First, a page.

This is portion of Out-Law’s series of news and insights from Pinsent Masons experts on the impact of the UK’s EU referendum. Watch our video on the issues facing businesses and sign up to receive our ‘What next?’ checklist.

In particular, the resignation of prime minister David Cameron could scream into question the “much-needed third runway at Heathrow”, said infrastructure law expert Richard Laudy of Pinsent Masons, the law firm behind The UK government had been expected to announce plans for expanding airport capacity in the south east of England priorto its summer break, in response to independent recommendations published in July 2015.

“Yet further postpone in the resolution of the UK’s chronic airport capacity problems will be a huge and damaging setback,” Laudy said.

“The underlying drivers to infrastructure growth will remain in the UK and won’t depart away – our infrastructure is and will remain poor until something is done about it and our population is increasing and urbanising. But with sterling devaluing and the economy predicted to shrink, the pressure on the government to fund development will be even further stretched. Inevitably some projects will be cancelled or at least delayed,” he said.

Boris Johnson, who led the campaign for the UK to goaway the EU and who is expected to stand for leader of the Conservative Party following Cameron’s resignation, is a lofty-profile opponent of plans for a third runway at Heathrow Airport.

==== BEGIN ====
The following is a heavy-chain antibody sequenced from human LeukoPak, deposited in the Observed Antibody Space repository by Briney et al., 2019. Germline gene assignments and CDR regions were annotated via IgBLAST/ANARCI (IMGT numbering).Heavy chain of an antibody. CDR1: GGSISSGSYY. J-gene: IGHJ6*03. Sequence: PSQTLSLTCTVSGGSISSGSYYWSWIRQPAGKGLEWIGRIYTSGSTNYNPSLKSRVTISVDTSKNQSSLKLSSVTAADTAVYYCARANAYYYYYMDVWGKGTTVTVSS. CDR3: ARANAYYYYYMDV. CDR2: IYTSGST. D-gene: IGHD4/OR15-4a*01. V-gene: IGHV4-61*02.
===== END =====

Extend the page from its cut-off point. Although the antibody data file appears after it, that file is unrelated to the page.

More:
The independent Airports Commission, which was tasked with recommending how the UK could address its airport capacity needs and maintain the UK’s status as a global hub for aviation, recommended that the UK government behind the third runway as portion of its final report persist year. However, certain measures would possess to be locate in place to address the project’s impact on the environment and the local community, it said.

Along with other businesses that rely on a enormous proportion of EU workers, construction firms should be putting plans in place to address any restrictions on liberty of movement that emerge over the next few years, Laudy said. Firms perhaps also possess to deal with increasing material costs; whether due to import restrictions or because of currency fluctuations and the broader economic conditions, he said.

“The UK imports much of its labour from Europe and elsewhere, 10% overall and up to 50% in London,” he said. “With the threats to tighten up on immigration, entire of a sudden the UK will glance a far less attractive place to live and labor, driving up the cost of labour. multitudinous of our construction materials are imported and the cost of our imports will rise, contributing to rising construction costs,” he said.

However, Laudy also said that some international investors would not be “locate off by what they will see as the UK’s short-term problems”, particularly if currency fluctuations drove down the relative cost of UK infrastructure assets on the international market.

“China is the real player to watch in this next period, as it eyes up cheaper assets in the UK’s answer infrastructure market,” he said.

“The UK’s underlying infrastructure needs will remain, and with the UK struggling for funding and infrastructure assets becoming cheaper as sterling devalues, China is likely to become even more interested. It won’t be locate off by ‘Brexit’, which it will regard as a short-term issue – China will seize a 50-year view,” he said.